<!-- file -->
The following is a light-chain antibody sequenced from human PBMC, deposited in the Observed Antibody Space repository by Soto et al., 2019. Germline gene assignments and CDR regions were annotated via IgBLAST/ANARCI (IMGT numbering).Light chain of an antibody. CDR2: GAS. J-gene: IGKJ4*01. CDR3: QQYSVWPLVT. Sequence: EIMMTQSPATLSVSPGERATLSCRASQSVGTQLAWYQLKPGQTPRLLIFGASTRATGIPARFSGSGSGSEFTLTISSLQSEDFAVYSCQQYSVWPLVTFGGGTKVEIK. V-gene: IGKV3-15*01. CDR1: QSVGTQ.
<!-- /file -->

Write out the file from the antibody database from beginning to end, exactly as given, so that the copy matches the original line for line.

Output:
The following is a light-chain antibody sequenced from human PBMC, deposited in the Observed Antibody Space repository by Soto et al., 2019. Germline gene assignments and CDR regions were annotated via IgBLAST/ANARCI (IMGT numbering).Light chain of an antibody. CDR2: GAS. J-gene: IGKJ4*01. CDR3: QQYSVWPLVT. Sequence: EIMMTQSPATLSVSPGERATLSCRASQSVGTQLAWYQLKPGQTPRLLIFGASTRATGIPARFSGSGSGSEFTLTISSLQSEDFAVYSCQQYSVWPLVTFGGGTKVEIK. V-gene: IGKV3-15*01. CDR1: QSVGTQ.